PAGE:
1. Boyhood resists most attempts to analyze it outside the circumstances of its creation. Richard Linklater has filmed a group of actors every year or so for more than a decade, collecting episodes that tell the story of a young boy, Mason (Ellar Coltrane), and his family. The success (and the complications) of this approach and the events depicted on-screen compete for our attention, inasmuch as we can separate them. There’s no easy engaging with Boyhood purely on the level of plot and character.
2. Linklater’s experiment gives him creative latitude with the coming-of-age story that storytellers don’t always have (or don’t always grant themselves). Mason’s mom (Patricia Arquette) marries and divorces an alcoholic, then marries and divorces an alcoholic once again. In another film, this instance of repetition might play as laziness on the part of the filmmaker; in Boyhood, it plays as a function of the film’s verisimilitude. (‘That kind of thing happens in real life,’ etc.)
3. Boyhood also complicates the manner in which a viewer distinguishes a performer from his or her character, especially in the case of the film’s child actors. We are seeing these people grow up—quite literally, if only to a point. This is unsettling at times, seeing the continued physical development of a person without having any insight into his or her actual life. And Boyhood is much better at persuading us to invest in what’s on-screen than the latest item on your Facebook newsfeed about a distant cousin’s kids.
4. Between Boyhood’s documentation of the year-by-year aging of its young actors and the film’s general verisimilitude, Linklater’s decision to preserve—on film—Ellar Coltrane’s unfortunate late-teens facial hair is at once cruel and perfectly appropriate.
5. The choice also demonstrates the perils of verisimilitude. We don’t often see facial hair this ugly in cinema; underdeveloped in a manner that makes it also appear somehow unclean, a manner that communicates its own basic misguidedness. Although Coltrane’s wispy attempted goatee makes contextual sense, it also registers (perhaps too intensely) as an aberration.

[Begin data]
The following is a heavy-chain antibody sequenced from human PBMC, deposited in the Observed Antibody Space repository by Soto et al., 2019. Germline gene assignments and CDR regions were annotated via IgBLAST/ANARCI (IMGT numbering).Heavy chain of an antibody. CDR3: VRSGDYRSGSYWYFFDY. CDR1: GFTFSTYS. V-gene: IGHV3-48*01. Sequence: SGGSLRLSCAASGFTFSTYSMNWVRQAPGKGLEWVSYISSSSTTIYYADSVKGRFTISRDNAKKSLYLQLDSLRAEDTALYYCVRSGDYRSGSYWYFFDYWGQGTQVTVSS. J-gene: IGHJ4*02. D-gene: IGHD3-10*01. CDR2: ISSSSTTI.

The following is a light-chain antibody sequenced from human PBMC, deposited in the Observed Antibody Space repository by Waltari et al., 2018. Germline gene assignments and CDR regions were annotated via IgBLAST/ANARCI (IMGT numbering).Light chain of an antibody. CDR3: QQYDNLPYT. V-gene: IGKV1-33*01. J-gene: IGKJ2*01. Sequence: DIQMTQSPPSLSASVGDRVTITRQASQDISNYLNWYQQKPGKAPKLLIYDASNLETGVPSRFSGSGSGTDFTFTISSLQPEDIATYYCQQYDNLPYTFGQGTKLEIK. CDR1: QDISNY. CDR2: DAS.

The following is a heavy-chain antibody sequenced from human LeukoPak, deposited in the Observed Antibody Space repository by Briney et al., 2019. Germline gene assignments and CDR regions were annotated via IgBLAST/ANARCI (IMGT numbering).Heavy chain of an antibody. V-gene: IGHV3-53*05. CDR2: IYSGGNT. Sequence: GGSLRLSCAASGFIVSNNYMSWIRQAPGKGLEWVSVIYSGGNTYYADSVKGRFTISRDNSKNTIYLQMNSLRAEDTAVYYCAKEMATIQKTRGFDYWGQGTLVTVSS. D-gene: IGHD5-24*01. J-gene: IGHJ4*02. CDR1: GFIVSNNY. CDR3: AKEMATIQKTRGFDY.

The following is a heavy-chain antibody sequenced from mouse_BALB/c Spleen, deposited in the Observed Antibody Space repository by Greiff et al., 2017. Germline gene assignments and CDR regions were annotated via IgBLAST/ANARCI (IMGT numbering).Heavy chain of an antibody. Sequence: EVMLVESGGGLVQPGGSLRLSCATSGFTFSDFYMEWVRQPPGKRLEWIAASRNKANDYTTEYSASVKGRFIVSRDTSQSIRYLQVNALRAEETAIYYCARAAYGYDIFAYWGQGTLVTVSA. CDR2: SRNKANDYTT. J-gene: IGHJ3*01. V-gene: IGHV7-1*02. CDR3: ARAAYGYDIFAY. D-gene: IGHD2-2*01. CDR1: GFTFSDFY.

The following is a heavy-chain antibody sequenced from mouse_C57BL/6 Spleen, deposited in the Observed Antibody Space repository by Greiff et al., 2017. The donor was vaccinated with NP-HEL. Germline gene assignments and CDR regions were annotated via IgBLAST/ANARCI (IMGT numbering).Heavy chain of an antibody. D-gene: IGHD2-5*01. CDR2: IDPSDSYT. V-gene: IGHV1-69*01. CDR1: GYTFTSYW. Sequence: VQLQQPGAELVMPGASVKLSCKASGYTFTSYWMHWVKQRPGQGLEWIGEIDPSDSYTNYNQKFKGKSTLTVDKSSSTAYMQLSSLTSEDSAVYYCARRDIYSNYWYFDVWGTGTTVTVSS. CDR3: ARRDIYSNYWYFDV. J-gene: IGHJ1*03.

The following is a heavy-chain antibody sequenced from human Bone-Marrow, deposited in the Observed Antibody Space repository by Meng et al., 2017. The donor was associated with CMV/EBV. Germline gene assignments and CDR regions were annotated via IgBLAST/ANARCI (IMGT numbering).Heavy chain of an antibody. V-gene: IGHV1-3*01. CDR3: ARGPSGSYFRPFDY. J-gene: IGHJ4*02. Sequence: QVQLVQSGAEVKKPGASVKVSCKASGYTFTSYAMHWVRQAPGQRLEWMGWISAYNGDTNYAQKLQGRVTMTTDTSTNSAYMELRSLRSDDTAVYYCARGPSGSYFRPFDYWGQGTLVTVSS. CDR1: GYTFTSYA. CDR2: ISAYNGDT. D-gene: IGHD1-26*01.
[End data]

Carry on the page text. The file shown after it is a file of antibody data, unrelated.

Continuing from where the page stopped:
6. Boyhood really only becomes a film about boyhood after an hour or so. Until that point, the film’s attention belongs to Mason’s family as a unit. Of course, many young children spend more time with their siblings and/or parents than older children do. But I missed the focus on Mason’s larger family once it was gone. A curious viewer might wonder when and how Linklater decided on the boy as his subject, when he decided on his film’s title, etc.—again, even matters of plot will likely lead the curious viewer back to thinking about the film’s production. The conceit is inescapable.
7. A curious viewer might also wonder if Linklater merely felt more comfortable telling the story of a young, male aspiring artist than he did telling a more holistic family story—or if he worried that audiences wouldn’t turn out in the same numbers for a similar movie about a young girl.
8. Patricia Arquette in particular has an arc that’s an arc as legible as Mason’s and arguably more compelling. Linklater never abandons Arquette’s character as she navigates higher education and single motherhood, but it’s a real sadness that the movie becomes more conventional in its focus as it goes on. We can see other films within this one, and that sense of possibility is bittersweet.
9. Though in fairness to Linklater, if one looks at the range of films he has made while not attending to Boyhood—the Bad News Bears remake, A Scanner Darkly, Bernie, Before Midnight—then the narrative coherence and tonal consistency of Boyhood is remarkable, whether or not the film becomes another story of a young white dude finding himself.
10. Mason’s father (Ethan Hawke), a wannabe musician, comes and goes during the first years of Mason’s life we see onscreen. He’s a consistently inconsistent presence, someone whose life as an artist has not gone as planned—which makes his scenes valuable counterweights to later scenes of Mason discovering his own artistic ambitions.
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